Cheryl, Lucky, and their daughter spent the night on their way back to Hopkins, Belize from their annual vacation in Canada. They looked like they needed a post-holiday respite and hopefully the food and comfortable beds gave them a head start on recuperation.
Ol' Red started acting up again. Dealing with a 20-year-old car is like having a teenager in the house. Things seem to go smoothly with only minor hiccups and then something happens - an alignment of stars, a flare of northern lights, an invisible molecular storm - in other words nothing you can see coming then boom! Something goes awry. This time, over-heating. Catherine had chauffeured our guests and luggage to the Belize border then called from the middle of the bridge over the Rio Hondo (a sort of no-man's land between Belize and Mexico). Ol' Red had decided to overheat. Past history and a bit of fortunate paranoia had her watching the gauges so it wasn't one of those smoke and stall overheating events, just a high temp reading on the dashboard. Whew!
A few weeks back I had replaced the thermostat so I knew that was working (or should be), the fluid level was OK (or was), and the gauge had heretofore always been reliable (and should be still - always trust your indications!). So she pulled over and called. Armed with radiator stop-leak and a bottle of antifreeze I tracked down a taxi and went to the border. By this time the engine had cooled enough that she and Ol' Red limped to the immigration check point saving me a long walk on the bridge. Stop-Leak and coolant IV to the radiator, badabing - badadoom, and back home we went. Long story short - looks like a bad radiator cap. We'll work on a replacement soon.
I say soon because the rest of the week was prep for a sudden trip north to Mahahual on Friday where Chiara (owner/operator of the only deli in town) needed a few kilos of Breakfast Sausage and our friend Steve had a few new orders as well as some possible commercial establishments lined up for a sales pitch. The plan was to prepare four different kinds of sausages, cook them up, and bring them around for real time taste-testing. Aiming to be somewhat professional, I had a rush order of business cards made up along with some labels for the packages.
What was then Tropical Storm Nate gave us an additional prep day as it was just coming off the Honduran coast and chances looked good for a landfall somewhere in the Yucatan. On Friday. Of course.
Now, Mahahual is a tourist town. So rain storms and tourists don't mix so local businesses will often close when there is no cruise ship scheduled and the weather is foul. Not a good day to make sales pitches. Cruise ships were indeed diverted ergo plans shifted to Saturday giving me an extra day to make and prepare the sausages. Sweet Italian, Spicy Italian, Breakfast Sausage, and Country Habanero. A good cross-section as I was advised by my sales team.
Friday we had some new friends from Belize visit for lunch during their trip to Mexico for car parts (yes, it's even harder to find spare parts in Belize). They, and Catherine, are on the Keto diet. It's the Atkins diet on steroids I guess. No sugar, minimum carbs - protein and fat are the preferred menu options. So, I prepared juicy sausages which they ate rolled in a lettuce leaf with tomatoes and a bit of the sauteed onions. Me? I had my sausage in a roll with lots of onions and a touch of mayo. I'm not a Keto-neurotic (I think I'll trademark that!), I still very much like my rice and pasta and bread and... A nice time but as soon as they left, back to stuffing sausages for the next day.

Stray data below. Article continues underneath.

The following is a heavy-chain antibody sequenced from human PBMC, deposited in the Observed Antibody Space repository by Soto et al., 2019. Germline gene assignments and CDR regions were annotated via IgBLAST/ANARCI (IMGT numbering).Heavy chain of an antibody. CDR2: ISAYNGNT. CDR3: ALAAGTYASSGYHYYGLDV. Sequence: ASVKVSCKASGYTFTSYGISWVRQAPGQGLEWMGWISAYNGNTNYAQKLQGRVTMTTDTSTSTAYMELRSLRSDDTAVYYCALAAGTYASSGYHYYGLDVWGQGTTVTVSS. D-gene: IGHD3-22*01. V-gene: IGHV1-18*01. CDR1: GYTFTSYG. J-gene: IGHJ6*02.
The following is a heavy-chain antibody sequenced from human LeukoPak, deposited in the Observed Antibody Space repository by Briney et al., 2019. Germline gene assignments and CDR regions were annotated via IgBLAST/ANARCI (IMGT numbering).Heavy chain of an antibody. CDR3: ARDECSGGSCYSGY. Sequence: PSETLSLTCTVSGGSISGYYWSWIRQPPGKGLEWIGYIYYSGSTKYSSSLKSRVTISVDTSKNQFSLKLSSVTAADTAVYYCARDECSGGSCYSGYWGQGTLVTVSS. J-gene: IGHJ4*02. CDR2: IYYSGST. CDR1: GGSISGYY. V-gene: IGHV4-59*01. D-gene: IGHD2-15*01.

Terribly early on Saturday (5AM wake-up!!!) we load up in David's car and head for Mahahual. First stop upon arrival is, of course, the bakery for fresh croissants and what they call "baguettes" which are really more like "ficelles", the smaller, skinnier version of a true baguette but just as tasty. A small breakfast for Catherine and off we go to La Uvero and Steve's place. The weather? Beautiful.
With no time to fool around I take over the kitchen and start cooking up four different kinds of sausages as we all talked about the plan for the day and who ordered what when. David and Catherine had a swim in the Carib whilst I cooked. Our gracious host Steve (also my sales guru and defacto mule) and I discussed ways to get him out of the business. Much as he likes free sausage in exchange, he has his own life and charcuterie was made to be eaten, not hauled for others.
All packed up we leave Uvero for Mahahual and a delicious lunch at No'hoch Kai (Big Fish) Restaurant with Gerry, owner of Tukano Condos in town. That's when I learn that Gerry is a son of a butcher in Holland and I hoped we hadn't over-hyped the supreme deliciousness of my sausages for a critical palate. A taste test proved otherwise and we had a convert. A good thing actually because Gerry, like several others, had only heard about our sausages and were buying sight unseen or more accurately, taste untasted. Such is the power of sausages!
A few hours passed rather quickly as we went to the various restaurants and hotels offering sausage samples to the chefs and owners. Without exception the taste test did the trick! A quick stop at the deli to deliver Chiara's order and finally, the last stop at Matan Ka'an Hotel. Had a good chat with Gerben, the GM, and we headed home leaving behind some uncooked samples he promised to share with the Koox Hotel Group in Mahahual. Overall a very long but enjoyable and productive day indeed. And I couldn't have done it without the help of friends and family!
As I write, most everyone here in the capital city of Chetumal is celebrating the 43rd anniversary of becoming a state - the youngest state in Mexico. Needless to say, there's a lot of activity what with ceremonies, dignitaries and their entourages, food hawkers, and crowds. I expect a rowdy evening will be had by many.